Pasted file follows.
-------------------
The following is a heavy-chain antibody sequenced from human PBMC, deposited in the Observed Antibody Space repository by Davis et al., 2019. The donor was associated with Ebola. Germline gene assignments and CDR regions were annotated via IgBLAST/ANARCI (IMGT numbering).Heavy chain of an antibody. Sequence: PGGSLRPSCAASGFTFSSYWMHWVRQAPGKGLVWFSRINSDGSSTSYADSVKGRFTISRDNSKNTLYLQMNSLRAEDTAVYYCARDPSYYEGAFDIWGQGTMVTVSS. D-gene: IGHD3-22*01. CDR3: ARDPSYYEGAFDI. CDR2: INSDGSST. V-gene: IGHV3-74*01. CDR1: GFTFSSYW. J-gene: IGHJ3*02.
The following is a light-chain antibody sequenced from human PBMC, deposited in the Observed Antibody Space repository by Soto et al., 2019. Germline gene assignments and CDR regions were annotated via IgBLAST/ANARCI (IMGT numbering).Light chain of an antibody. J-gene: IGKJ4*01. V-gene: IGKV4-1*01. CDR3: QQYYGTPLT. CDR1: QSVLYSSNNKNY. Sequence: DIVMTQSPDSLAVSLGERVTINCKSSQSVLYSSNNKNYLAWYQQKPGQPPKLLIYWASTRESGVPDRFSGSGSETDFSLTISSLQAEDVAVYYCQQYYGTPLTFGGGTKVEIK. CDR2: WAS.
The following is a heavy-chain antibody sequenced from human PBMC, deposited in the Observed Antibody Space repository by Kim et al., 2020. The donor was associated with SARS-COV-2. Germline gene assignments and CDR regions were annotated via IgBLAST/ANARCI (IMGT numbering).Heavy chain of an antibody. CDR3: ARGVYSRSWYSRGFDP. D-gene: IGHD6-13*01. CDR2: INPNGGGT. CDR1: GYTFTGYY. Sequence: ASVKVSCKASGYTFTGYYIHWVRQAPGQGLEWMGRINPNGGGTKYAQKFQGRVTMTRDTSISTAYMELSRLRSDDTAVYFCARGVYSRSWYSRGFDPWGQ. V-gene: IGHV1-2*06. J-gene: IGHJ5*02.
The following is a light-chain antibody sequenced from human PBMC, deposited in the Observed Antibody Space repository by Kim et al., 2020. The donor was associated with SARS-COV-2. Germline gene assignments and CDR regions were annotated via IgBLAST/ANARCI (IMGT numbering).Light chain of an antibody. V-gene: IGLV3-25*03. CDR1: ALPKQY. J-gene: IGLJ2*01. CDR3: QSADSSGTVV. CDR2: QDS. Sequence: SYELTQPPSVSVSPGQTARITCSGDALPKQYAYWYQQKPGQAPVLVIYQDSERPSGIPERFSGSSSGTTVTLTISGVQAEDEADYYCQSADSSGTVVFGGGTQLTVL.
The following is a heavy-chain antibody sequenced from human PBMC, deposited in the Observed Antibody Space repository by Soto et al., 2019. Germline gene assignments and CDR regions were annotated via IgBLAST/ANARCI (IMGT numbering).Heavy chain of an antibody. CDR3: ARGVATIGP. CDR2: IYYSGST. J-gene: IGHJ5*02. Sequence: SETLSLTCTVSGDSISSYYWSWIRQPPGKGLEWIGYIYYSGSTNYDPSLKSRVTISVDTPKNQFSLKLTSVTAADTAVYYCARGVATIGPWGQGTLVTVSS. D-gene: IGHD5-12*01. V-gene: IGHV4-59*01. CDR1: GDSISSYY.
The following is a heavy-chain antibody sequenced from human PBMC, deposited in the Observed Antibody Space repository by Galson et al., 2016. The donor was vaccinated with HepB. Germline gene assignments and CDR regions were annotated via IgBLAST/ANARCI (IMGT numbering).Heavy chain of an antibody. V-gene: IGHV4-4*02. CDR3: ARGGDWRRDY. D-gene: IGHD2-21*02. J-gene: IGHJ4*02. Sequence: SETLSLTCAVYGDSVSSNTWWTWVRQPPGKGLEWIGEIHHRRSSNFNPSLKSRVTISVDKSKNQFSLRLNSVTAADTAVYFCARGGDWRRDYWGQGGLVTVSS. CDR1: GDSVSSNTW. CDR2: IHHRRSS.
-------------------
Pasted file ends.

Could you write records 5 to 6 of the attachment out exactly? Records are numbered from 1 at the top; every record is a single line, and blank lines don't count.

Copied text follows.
The following is a heavy-chain antibody sequenced from human PBMC, deposited in the Observed Antibody Space repository by Soto et al., 2019. Germline gene assignments and CDR regions were annotated via IgBLAST/ANARCI (IMGT numbering).Heavy chain of an antibody. CDR3: ARGVATIGP. CDR2: IYYSGST. J-gene: IGHJ5*02. Sequence: SETLSLTCTVSGDSISSYYWSWIRQPPGKGLEWIGYIYYSGSTNYDPSLKSRVTISVDTPKNQFSLKLTSVTAADTAVYYCARGVATIGPWGQGTLVTVSS. D-gene: IGHD5-12*01. V-gene: IGHV4-59*01. CDR1: GDSISSYY.
The following is a heavy-chain antibody sequenced from human PBMC, deposited in the Observed Antibody Space repository by Galson et al., 2016. The donor was vaccinated with HepB. Germline gene assignments and CDR regions were annotated via IgBLAST/ANARCI (IMGT numbering).Heavy chain of an antibody. V-gene: IGHV4-4*02. CDR3: ARGGDWRRDY. D-gene: IGHD2-21*02. J-gene: IGHJ4*02. Sequence: SETLSLTCAVYGDSVSSNTWWTWVRQPPGKGLEWIGEIHHRRSSNFNPSLKSRVTISVDKSKNQFSLRLNSVTAADTAVYFCARGGDWRRDYWGQGGLVTVSS. CDR1: GDSVSSNTW. CDR2: IHHRRSS.